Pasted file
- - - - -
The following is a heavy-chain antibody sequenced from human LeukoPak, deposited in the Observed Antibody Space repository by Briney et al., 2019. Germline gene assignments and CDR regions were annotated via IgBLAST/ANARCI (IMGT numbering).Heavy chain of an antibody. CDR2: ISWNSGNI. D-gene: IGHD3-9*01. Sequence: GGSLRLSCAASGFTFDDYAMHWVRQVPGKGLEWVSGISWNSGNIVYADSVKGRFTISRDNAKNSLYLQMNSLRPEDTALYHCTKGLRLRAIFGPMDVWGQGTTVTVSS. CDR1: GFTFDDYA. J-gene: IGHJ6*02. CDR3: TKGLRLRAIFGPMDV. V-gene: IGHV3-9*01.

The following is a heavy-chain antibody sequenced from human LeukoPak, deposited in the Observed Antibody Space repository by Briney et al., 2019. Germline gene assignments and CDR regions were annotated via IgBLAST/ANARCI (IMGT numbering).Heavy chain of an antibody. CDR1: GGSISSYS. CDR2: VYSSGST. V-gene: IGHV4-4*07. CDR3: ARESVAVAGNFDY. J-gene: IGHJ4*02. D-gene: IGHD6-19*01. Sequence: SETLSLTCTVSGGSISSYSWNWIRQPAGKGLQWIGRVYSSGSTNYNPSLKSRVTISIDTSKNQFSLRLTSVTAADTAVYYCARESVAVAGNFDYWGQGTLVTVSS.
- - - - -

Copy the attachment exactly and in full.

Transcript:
The following is a heavy-chain antibody sequenced from human LeukoPak, deposited in the Observed Antibody Space repository by Briney et al., 2019. Germline gene assignments and CDR regions were annotated via IgBLAST/ANARCI (IMGT numbering).Heavy chain of an antibody. CDR2: ISWNSGNI. D-gene: IGHD3-9*01. Sequence: GGSLRLSCAASGFTFDDYAMHWVRQVPGKGLEWVSGISWNSGNIVYADSVKGRFTISRDNAKNSLYLQMNSLRPEDTALYHCTKGLRLRAIFGPMDVWGQGTTVTVSS. CDR1: GFTFDDYA. J-gene: IGHJ6*02. CDR3: TKGLRLRAIFGPMDV. V-gene: IGHV3-9*01.

The following is a heavy-chain antibody sequenced from human LeukoPak, deposited in the Observed Antibody Space repository by Briney et al., 2019. Germline gene assignments and CDR regions were annotated via IgBLAST/ANARCI (IMGT numbering).Heavy chain of an antibody. CDR1: GGSISSYS. CDR2: VYSSGST. V-gene: IGHV4-4*07. CDR3: ARESVAVAGNFDY. J-gene: IGHJ4*02. D-gene: IGHD6-19*01. Sequence: SETLSLTCTVSGGSISSYSWNWIRQPAGKGLQWIGRVYSSGSTNYNPSLKSRVTISIDTSKNQFSLRLTSVTAADTAVYYCARESVAVAGNFDYWGQGTLVTVSS.